Air quality and your health

What is air quality?

Air quality tells us how much pollution is in the air. Air we breathe is often contaminated by a variety of gaseous chemicals and tiny solid and liquid particles that either shouldn’t be there at all, or are present at higher concentrations than they should be. We generally call this air pollution. The fewer pollutants there are in the air, the better the air quality.

Why is air quality a concern?

The average adult breathes about 3,400 gallons of air each day. Pollutants can easily move from one area to another as the wind blows, so air quality concerns everyone.

What is known about air quality and human health?

Air quality affects human health in a variety of ways. It can:

  • Irritate the eyes, nose and throat

  • Cause coughing, chest tightness and shortness of breath

  • Increase the severity of lung conditions such as asthma, bronchitis and emphysema

  • Increase the risk of heart attacks and strokes

  • Contribute to low birth weight

Who is at risk?

Anyone can suffer health problems due to air pollution, but the most vulnerable groups are:

  • Children

  • Older adults

  • People who already have lung or heart disease

The health effects of air pollution depend on how much pollution a person is exposed to. This is determined by:

  • The amount of pollution in the air

  • How much air a person breathes in (for example, a runner breathes in more air than someone walking)

Air pollution tends to be a more severe problem in cities, but high levels of air pollution can be found anywhere.

How can risk be reduced?

  • Keep track of the air quality in your area. Avoid strenuous outdoor exercise or stay inside if the air quality index (AQI) indicates that the air is unhealthy or hazardous.

  • Don’t exercise near areas that tend to have poor air quality. For example, don’t go running next to a busy road.

  • Do what you can to help reduce air pollution:

    • Drive less: walk or bike to work, carpool, take mass transit

    • Make sure your car is properly maintained to reduce pollution.

    • Use less electricity. Power plants can produce a lot of pollution, so using less energy helps reduce air pollution.

    • Recycle. It conserves energy and helps reduce air pollution.

  • Overview of the Clean Air Act and Air Pollution

How is air quality tracked?

Air monitoring stations around the state measure the levels of different pollutants. Currently, Colorado is reporting real-time measurements of carbon monoxide, nitrogen oxides, sulfur dioxide, ground level ozone and particulate matter (PM), both PM10 (particles 10 micrometers and smaller) and PM2.5 (particles 2.5 micrometers and smaller).

The two air pollutants that cause the most problems in Colorado are ground level ozone and PM2.5. Those are the measures of air quality that are currently included in the Tracking network.

  • Ground level ozone is the major component in what we usually call smog. It is measured continuously by air monitoring stations.

  • Particulate matter 2.5 (called PM2.5) includes very small particles of dust, dirt, smoke, soot and even tiny drops of liquid. It is called PM2.5 because these particles are between 0.01 and 2.5 micrometers in size. The small size of these particles allows them to get deep into the lungs, which is a health hazard. Air monitors measure PM2.5 hourly in some areas, and either daily or once every third day in other areas.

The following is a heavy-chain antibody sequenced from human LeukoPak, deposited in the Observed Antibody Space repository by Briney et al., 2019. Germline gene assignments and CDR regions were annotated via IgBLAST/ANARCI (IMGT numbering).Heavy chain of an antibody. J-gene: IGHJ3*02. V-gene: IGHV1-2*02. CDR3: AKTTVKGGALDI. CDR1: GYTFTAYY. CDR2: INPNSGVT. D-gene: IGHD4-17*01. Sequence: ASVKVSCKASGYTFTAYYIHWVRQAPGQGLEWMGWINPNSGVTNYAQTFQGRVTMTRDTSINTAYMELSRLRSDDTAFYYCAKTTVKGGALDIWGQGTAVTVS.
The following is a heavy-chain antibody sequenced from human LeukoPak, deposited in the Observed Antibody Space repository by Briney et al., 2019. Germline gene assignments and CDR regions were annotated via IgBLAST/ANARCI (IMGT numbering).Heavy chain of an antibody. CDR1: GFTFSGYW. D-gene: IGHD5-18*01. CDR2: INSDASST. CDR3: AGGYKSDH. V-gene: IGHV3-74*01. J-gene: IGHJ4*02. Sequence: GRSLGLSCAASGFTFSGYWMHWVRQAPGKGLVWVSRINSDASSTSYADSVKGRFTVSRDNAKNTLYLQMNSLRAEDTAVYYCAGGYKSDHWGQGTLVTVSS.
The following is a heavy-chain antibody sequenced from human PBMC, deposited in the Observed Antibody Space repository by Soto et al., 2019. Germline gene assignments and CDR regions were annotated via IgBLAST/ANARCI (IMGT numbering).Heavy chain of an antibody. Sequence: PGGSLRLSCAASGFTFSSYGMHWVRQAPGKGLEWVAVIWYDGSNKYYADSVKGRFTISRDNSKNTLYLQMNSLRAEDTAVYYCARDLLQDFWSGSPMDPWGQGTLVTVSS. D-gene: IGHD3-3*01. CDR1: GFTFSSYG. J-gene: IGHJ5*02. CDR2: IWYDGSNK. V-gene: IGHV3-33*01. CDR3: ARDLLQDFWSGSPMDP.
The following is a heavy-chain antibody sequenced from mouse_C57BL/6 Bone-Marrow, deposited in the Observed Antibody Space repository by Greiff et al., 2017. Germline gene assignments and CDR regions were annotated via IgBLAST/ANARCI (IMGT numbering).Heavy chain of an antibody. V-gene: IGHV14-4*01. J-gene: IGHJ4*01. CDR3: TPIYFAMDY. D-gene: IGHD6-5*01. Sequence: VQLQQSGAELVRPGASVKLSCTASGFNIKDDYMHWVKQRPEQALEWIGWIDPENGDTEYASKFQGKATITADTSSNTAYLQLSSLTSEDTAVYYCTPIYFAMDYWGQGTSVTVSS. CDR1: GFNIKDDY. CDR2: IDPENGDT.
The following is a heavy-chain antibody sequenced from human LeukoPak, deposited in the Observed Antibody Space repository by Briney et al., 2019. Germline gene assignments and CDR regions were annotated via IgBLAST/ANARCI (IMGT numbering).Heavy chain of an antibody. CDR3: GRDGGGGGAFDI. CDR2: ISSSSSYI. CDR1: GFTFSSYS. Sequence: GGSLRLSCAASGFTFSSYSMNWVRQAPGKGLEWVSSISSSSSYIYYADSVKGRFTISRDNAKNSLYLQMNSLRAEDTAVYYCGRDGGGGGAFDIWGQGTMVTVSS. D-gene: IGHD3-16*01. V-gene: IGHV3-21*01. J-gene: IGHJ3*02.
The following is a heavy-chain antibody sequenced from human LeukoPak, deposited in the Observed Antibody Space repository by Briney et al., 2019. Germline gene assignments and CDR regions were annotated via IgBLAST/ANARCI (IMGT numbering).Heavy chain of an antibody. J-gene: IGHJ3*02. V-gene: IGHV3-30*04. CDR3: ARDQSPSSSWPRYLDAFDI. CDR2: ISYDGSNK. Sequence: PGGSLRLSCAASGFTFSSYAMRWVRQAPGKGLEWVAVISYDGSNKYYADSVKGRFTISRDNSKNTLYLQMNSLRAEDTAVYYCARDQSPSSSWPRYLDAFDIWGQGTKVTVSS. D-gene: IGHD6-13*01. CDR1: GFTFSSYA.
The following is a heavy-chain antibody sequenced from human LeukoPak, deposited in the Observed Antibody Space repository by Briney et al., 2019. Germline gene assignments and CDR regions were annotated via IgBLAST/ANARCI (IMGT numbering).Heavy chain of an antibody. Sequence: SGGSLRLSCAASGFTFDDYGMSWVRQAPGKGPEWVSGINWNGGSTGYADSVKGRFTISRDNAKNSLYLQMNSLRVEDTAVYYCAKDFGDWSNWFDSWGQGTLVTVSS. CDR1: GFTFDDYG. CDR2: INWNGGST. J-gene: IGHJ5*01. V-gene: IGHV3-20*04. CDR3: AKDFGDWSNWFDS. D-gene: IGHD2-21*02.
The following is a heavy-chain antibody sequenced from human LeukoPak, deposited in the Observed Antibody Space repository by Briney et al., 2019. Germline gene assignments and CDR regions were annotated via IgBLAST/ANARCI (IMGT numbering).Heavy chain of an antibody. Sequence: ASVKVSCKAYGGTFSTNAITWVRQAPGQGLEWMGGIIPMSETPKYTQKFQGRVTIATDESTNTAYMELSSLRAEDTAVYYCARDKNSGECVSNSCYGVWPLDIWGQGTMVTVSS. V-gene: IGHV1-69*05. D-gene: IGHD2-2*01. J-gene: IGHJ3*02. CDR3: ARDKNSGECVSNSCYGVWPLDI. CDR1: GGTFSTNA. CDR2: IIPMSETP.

Urban areas tend to have higher levels of air pollution due to more traffic, power plants and factories. Because of this, many of the air pollution monitors in Colorado are located along the Front Range corridor from Colorado Springs to Fort Collins, the most densely populated area of the state. Data from remote monitoring sites is automatically uploaded to the Air Pollution Control Division website every hour, 365 days per year.

Where are Colorado's air monitoring sites and how do they work?

PM2.5 sites are, as of November 2010, located in all the major Front Range cities from Pueblo to Fort Collins and in Greeley, Cortez, Elbert, Grand Junction, Platteville, and Rifle. There are 19 sites monitoring PM2.5. Of these, eight locations collect only filter samples, two locations collect only continuous hourly data, and nine locations collect both filter sample data and continuous hourly data. Ozone sites are, as of November 2010, located all along the Front Range and in Cortez, Grand Junction, and Rifle. There are 21 monitoring locations for ozone. All of these sites are continuous monitors.

Clean filters are equilibrated at a known temperature and humidity, precisely weighed by a microbalance in a laboratory clean-room, shipped to the sites under “chain of custody”, and sampled for 24 hours from midnight to midnight. The filters are collected and sent back to the lab, with associated data, for equilibration and post-weighing analyses. The pre-weight is subtracted from the post-weight to get a net weight. Sampler data, including the volume of air that flowed through the filter for 24 hours, is matched to the lab data using a unique filter ID to get a concentration of the particles in the air. The mass of particles per volume of air is calculated to get micrograms per cubic meter (ug/m3).Continuous air monitors use a variety of methods to measure levels of different pollutants in the air. They produce measurements every hour of every day. These measurements are sent by computer to the CDPHE Air Pollution Control Division. You can view data to help you make decisions to reduce your risk of health problems due to air pollution.